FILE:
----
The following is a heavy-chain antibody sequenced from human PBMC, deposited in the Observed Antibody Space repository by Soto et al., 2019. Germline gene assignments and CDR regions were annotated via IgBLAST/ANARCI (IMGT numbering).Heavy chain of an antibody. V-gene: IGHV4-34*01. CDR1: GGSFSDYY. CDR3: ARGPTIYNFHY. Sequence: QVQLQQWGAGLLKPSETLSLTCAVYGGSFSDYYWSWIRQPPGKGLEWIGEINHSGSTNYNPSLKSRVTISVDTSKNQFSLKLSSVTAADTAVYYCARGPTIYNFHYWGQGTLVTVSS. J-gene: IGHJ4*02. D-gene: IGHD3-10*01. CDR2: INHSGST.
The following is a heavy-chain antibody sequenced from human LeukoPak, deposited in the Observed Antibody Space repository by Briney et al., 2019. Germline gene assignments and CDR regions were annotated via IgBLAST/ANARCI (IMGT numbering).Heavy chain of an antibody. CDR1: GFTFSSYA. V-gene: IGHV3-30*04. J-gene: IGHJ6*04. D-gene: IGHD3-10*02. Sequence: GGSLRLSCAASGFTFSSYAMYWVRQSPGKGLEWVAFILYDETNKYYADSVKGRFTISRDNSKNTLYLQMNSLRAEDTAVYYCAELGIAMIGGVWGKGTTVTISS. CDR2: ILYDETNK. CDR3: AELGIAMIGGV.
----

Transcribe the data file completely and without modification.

The following is a heavy-chain antibody sequenced from human PBMC, deposited in the Observed Antibody Space repository by Soto et al., 2019. Germline gene assignments and CDR regions were annotated via IgBLAST/ANARCI (IMGT numbering).Heavy chain of an antibody. V-gene: IGHV4-34*01. CDR1: GGSFSDYY. CDR3: ARGPTIYNFHY. Sequence: QVQLQQWGAGLLKPSETLSLTCAVYGGSFSDYYWSWIRQPPGKGLEWIGEINHSGSTNYNPSLKSRVTISVDTSKNQFSLKLSSVTAADTAVYYCARGPTIYNFHYWGQGTLVTVSS. J-gene: IGHJ4*02. D-gene: IGHD3-10*01. CDR2: INHSGST.
The following is a heavy-chain antibody sequenced from human LeukoPak, deposited in the Observed Antibody Space repository by Briney et al., 2019. Germline gene assignments and CDR regions were annotated via IgBLAST/ANARCI (IMGT numbering).Heavy chain of an antibody. CDR1: GFTFSSYA. V-gene: IGHV3-30*04. J-gene: IGHJ6*04. D-gene: IGHD3-10*02. Sequence: GGSLRLSCAASGFTFSSYAMYWVRQSPGKGLEWVAFILYDETNKYYADSVKGRFTISRDNSKNTLYLQMNSLRAEDTAVYYCAELGIAMIGGVWGKGTTVTISS. CDR2: ILYDETNK. CDR3: AELGIAMIGGV.